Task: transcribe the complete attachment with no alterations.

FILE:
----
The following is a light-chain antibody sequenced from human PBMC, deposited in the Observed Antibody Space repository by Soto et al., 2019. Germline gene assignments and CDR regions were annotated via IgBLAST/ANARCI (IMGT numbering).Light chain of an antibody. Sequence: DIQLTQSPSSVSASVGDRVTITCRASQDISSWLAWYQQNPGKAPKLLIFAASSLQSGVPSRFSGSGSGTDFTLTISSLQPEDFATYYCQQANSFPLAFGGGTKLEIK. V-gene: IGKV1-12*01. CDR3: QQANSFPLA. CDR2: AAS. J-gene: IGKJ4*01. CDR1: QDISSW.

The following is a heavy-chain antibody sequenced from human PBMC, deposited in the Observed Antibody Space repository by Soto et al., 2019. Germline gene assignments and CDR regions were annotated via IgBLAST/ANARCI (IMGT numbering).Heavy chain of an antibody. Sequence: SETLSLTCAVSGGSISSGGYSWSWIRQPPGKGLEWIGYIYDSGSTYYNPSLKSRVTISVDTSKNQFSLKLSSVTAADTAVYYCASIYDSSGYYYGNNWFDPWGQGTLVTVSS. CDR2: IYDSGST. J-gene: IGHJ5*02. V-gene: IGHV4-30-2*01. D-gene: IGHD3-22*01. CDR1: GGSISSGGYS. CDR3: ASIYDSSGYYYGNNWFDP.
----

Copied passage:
The following is a light-chain antibody sequenced from human PBMC, deposited in the Observed Antibody Space repository by Soto et al., 2019. Germline gene assignments and CDR regions were annotated via IgBLAST/ANARCI (IMGT numbering).Light chain of an antibody. Sequence: DIQLTQSPSSVSASVGDRVTITCRASQDISSWLAWYQQNPGKAPKLLIFAASSLQSGVPSRFSGSGSGTDFTLTISSLQPEDFATYYCQQANSFPLAFGGGTKLEIK. V-gene: IGKV1-12*01. CDR3: QQANSFPLA. CDR2: AAS. J-gene: IGKJ4*01. CDR1: QDISSW.

The following is a heavy-chain antibody sequenced from human PBMC, deposited in the Observed Antibody Space repository by Soto et al., 2019. Germline gene assignments and CDR regions were annotated via IgBLAST/ANARCI (IMGT numbering).Heavy chain of an antibody. Sequence: SETLSLTCAVSGGSISSGGYSWSWIRQPPGKGLEWIGYIYDSGSTYYNPSLKSRVTISVDTSKNQFSLKLSSVTAADTAVYYCASIYDSSGYYYGNNWFDPWGQGTLVTVSS. CDR2: IYDSGST. J-gene: IGHJ5*02. V-gene: IGHV4-30-2*01. D-gene: IGHD3-22*01. CDR1: GGSISSGGYS. CDR3: ASIYDSSGYYYGNNWFDP.